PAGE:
Saturday, June 23, 2007

Langostinos, Philadelphia

A local friend of mine commented on the prospect of moving to Texas: "There isn't shit for Italian food down there." He's not Italian, but it goes to show how thoroughly dependent we all are on good Italian food in this area. It's just a mainstay for everyone.

It is no secret that there are some great small Italian restaurants in South Philly. One I've been to several times recently is Langostinos on front street. I'll let you in on a secret: they have the most tender gnocchi I have ever had. Served in a gorgonzola cream sauce, the dish is remarkably light. The restaurant is quite small, takes cash only and is a bring your own bottle restaurant to boot. Make a reservation and take advantage of the opportunity to bring your own wine: this is one of my favorite things about Jersey restaurants, and I'm glad to find small byobs in Philly as well.

Another thing to note: throughout dinner, I watched staff bring in fresh food throughout the evening. It left me wondering if they weren't running out to create new specials as orders came in: a testament to the freshness of all the food we ordered.

Places like this are my idea of heaven.

Reykjavic, Prague, Czech Republic

I had a really interesting and pleasant dining experience in Prague (Praha to natives). While walking from a conference site to my hotel, one of my local hosts suggested stopping at an outdoor cafe for dinner. We happened to sit at the restaurant Reykjavic, which , as the name suggests, features Icelandic cuisine. It is also notable as being one of the earliest foreign, private restaurants in Prague.

For dinner, I split some pickled herring with a friend, done in the nordic style. Now, I am a fan of pickled herring done this way, a passion I picked up after a week in Stockholm many years ago. The problem I have in the US is that until recently few local stores offered the sweeter herring characteristic of Sweden. I used to stop at Ikea on the way home from the Poconos to get some passable herring. I'm pleased to report the herring at Reykjavic was quite tasty. Being in Prague, I had a beer to go with the appetizer.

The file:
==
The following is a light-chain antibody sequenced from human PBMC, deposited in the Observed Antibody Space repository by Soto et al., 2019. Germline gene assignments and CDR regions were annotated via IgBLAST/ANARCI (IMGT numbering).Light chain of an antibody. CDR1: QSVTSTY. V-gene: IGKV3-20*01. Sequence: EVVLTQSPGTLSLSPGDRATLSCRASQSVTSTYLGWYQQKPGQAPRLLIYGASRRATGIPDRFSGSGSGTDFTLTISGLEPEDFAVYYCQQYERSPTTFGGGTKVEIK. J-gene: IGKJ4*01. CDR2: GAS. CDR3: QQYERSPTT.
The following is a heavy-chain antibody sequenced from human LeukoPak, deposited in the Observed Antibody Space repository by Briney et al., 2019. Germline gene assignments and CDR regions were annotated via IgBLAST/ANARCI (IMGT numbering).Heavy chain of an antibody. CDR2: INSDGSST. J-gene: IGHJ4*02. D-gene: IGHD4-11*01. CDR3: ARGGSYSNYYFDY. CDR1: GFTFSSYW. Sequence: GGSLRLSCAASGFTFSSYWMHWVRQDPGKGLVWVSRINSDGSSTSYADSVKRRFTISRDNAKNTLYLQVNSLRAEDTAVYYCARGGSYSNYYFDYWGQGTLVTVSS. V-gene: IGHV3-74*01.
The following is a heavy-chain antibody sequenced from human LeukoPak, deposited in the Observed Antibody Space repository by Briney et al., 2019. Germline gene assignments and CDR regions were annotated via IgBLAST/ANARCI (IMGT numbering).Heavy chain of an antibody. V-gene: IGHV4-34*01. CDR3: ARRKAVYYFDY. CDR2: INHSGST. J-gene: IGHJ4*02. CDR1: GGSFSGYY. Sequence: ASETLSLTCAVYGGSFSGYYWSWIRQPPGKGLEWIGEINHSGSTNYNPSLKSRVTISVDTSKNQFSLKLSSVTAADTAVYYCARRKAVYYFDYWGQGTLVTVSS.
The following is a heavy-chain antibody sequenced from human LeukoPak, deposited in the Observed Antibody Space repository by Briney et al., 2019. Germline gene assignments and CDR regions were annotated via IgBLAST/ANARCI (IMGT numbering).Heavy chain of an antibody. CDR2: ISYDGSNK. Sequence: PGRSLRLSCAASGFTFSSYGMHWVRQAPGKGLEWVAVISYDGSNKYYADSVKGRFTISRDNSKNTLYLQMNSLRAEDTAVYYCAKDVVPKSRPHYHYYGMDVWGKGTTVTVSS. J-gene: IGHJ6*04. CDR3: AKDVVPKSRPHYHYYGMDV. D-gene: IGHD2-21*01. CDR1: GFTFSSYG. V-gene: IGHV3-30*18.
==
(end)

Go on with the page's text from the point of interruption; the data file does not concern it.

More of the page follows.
However, the main course was most interesting: salt cod. This is something I have never had before, though I have seen salted cod in its "raw" form: solid as a rock and looking rather unappetizing. The menu description included boiled potatoes and whole grain mustard. Altogether, it sounded like a risky and potentially bland dish.

I am pleased to report, that I could not have been more wrong. When the cod was served, it was to me reminiscent of fresh monk fish. It was tender, springy, flavored, and moist. The mustard was delicious, but I think this could have been served with almost any sauce. And to my surprise, the fish seemed salt free.

While I highly recommend sampling as much traditional Czech food as you can while in Prague, and I'll have a follow-up note on some great experiences, I found Rejkyavik to be a worthy departure from the local cuisine and a rather remarkable dining experience as well. If you are in Praha for a few days, give it the salt cod a try. I find myself wanting more, but not sure where to find anything comparable in New Jersey.